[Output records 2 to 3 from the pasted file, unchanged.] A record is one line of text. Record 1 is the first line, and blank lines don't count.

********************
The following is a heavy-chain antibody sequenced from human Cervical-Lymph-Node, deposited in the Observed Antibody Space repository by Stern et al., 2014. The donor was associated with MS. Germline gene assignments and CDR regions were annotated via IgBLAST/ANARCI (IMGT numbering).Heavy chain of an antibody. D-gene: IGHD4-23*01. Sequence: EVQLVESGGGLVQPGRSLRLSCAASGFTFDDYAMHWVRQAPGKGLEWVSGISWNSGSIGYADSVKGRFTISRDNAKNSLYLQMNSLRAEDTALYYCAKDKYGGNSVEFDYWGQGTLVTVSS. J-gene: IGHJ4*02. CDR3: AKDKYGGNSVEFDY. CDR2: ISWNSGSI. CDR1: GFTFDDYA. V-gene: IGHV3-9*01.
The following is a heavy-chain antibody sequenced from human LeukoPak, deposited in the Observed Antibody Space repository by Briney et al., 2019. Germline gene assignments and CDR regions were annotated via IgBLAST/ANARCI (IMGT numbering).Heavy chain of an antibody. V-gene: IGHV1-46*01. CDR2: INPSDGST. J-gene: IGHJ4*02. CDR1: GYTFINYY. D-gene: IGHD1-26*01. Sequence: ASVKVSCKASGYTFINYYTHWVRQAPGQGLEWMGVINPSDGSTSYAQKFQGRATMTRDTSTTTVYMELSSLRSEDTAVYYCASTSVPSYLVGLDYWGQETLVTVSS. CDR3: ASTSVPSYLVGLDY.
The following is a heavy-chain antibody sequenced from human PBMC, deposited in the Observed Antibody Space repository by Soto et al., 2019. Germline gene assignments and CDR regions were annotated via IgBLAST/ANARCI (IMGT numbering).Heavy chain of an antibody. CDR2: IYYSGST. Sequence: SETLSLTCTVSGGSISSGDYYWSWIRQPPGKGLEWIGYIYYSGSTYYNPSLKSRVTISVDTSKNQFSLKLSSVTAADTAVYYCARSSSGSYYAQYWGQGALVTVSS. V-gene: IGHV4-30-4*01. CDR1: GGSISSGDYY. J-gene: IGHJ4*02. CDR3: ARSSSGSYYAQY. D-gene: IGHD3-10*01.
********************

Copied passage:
The following is a heavy-chain antibody sequenced from human LeukoPak, deposited in the Observed Antibody Space repository by Briney et al., 2019. Germline gene assignments and CDR regions were annotated via IgBLAST/ANARCI (IMGT numbering).Heavy chain of an antibody. V-gene: IGHV1-46*01. CDR2: INPSDGST. J-gene: IGHJ4*02. CDR1: GYTFINYY. D-gene: IGHD1-26*01. Sequence: ASVKVSCKASGYTFINYYTHWVRQAPGQGLEWMGVINPSDGSTSYAQKFQGRATMTRDTSTTTVYMELSSLRSEDTAVYYCASTSVPSYLVGLDYWGQETLVTVSS. CDR3: ASTSVPSYLVGLDY.
The following is a heavy-chain antibody sequenced from human PBMC, deposited in the Observed Antibody Space repository by Soto et al., 2019. Germline gene assignments and CDR regions were annotated via IgBLAST/ANARCI (IMGT numbering).Heavy chain of an antibody. CDR2: IYYSGST. Sequence: SETLSLTCTVSGGSISSGDYYWSWIRQPPGKGLEWIGYIYYSGSTYYNPSLKSRVTISVDTSKNQFSLKLSSVTAADTAVYYCARSSSGSYYAQYWGQGALVTVSS. V-gene: IGHV4-30-4*01. CDR1: GGSISSGDYY. J-gene: IGHJ4*02. CDR3: ARSSSGSYYAQY. D-gene: IGHD3-10*01.